Tuesday 25 July 2017

Dozens of civilians killed in Syria as Turkey bombs Kurds

Turkish President Recep Tayyip Erdogan (pictured) has vowed to devote equal energy to combating both Isil jihadists and the Syrian Kurdish fighters. Photo: Getty Images
Turkish President Recep Tayyip Erdogan (pictured) has vowed to devote equal energy to combating both Isil jihadists and the Syrian Kurdish fighters. Photo: Getty Images

Josie Ensor, Istanbul

Dozens of civilians were killed in Turkish air strikes on Kurdish-held areas of Syria yesterday as the West's two main allies in the conflict inched closer to full-blown war.

Some 35 people died in strikes on Jeb el-Kussa and Al-Amarneh, villages close to the Turkish border that are held by pro-Kurdish forces. Turkey claimed that they were "terrorists" from outlawed militias.

The strikes came a day after an attack by Kurdish fighters left one Turkish soldier dead and two injured.

Ankara sent tanks across the border last week to help Syrian rebels drive Isil out of the frontier town of Jarabulus, but Turkish officials have openly stated that their goal is as much about ensuring Kurdish forces do not expand their territory along Turkey's frontier as it is about driving away jihadists.

Operation Euphrates Shield, as the offensive has been named, would split Kurdish territory and prevent Syria's Kurds from creating a federal state - something Turkey has long opposed because of fears that it could embolden Kurdish separatist sentiments at home.

The US has supported Turkey, hoping to gain the involvement of its huge professional military army in the fight against Isil.

However, Ankara has so far focused mostly on targeting Kurdish forces, who have been a reliable ally to the US.

Saif Abu Bakr, the commander of a battalion of Syrian rebels inside Jarabulus, said Turkey planned to take Kurdish-held Manbij and push on to the city of al-Bab, 80km south of the border.

US support for Turkey has left some Syrian Kurds feeling betrayed.

"The Kurds are the most effective force in fighting terrorism, the US needs us," said Idriss Nissan, a political analyst in the northern Syrian town of Kobane.

Charles Lister, a senior fellow at the DC-based Middle East Institute, said: "We're now seeing US-supplied weaponry being used by both sides to fight each other."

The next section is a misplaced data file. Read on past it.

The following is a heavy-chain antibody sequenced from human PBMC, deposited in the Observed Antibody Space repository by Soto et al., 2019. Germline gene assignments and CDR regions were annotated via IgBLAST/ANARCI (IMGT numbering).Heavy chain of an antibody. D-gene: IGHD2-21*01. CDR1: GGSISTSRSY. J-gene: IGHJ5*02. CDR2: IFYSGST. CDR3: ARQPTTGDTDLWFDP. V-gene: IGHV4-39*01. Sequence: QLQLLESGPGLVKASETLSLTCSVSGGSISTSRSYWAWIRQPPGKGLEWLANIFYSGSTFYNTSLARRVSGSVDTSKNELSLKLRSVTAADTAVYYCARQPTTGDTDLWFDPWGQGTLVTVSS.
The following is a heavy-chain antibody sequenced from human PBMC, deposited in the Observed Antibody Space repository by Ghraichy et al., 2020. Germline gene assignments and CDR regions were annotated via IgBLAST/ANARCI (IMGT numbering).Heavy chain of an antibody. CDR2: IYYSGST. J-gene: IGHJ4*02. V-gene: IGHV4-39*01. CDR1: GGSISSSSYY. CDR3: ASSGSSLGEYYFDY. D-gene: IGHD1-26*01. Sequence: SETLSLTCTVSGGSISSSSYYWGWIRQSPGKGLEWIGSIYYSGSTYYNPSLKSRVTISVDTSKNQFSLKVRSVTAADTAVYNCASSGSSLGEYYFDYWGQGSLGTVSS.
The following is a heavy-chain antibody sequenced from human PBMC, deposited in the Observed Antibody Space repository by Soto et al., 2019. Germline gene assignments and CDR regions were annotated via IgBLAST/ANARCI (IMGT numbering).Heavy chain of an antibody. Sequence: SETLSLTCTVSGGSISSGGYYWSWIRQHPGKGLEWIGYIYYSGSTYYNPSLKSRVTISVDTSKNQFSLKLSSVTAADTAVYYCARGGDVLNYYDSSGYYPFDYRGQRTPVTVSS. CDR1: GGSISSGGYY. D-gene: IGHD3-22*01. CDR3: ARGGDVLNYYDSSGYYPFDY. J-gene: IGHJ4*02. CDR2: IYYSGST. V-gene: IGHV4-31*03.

The Observatory, a Britain-based monitoring group with a network of sources in Syria, said Turkish-allied forces had seized at least two villages south of Jarablus, Jeb el-Kussa and Al-Amarneh, that were held by militias loyal to the SDF.

The fighting killed 20 civilians in Jeb el-Kussa and 15 in Al-Amarneh, while scores more were wounded, it said.

Turkish-backed rebels said they had seized a string of villages south of Jarablus controlled by SDF-aligned forces and had moved west to take several villages held by Isil.

Turkish security sources said war planes and artillery had hit YPG sites south of Jarablus and towards Manbij, a city that was captured by the SDF this month in a US-backed operation.

Colonel Ahmed Osman, head of the Turkish-aligned Sultan Murad rebel group, said the force was "certainly heading in the direction of Manbij" and hoped to take it.

Ankara wants to stop Kurdish forces gaining control of an unbroken swathe of Syrian territory on Turkey's frontier, which it fears could embolden the Kurdish PKK militant group that has waged a three-decade insurgency in Turkey.

One witness in Karkamis, a Turkish border town, heard jets and artillery strikes within Syria. A Turkish official said that heavier air strikes could come within hours.

Turkish President Recep Tayyip Erdogan has vowed to devote equal energy to combating both Isil jihadists and the Syrian Kurdish fighters.

Irish Independent

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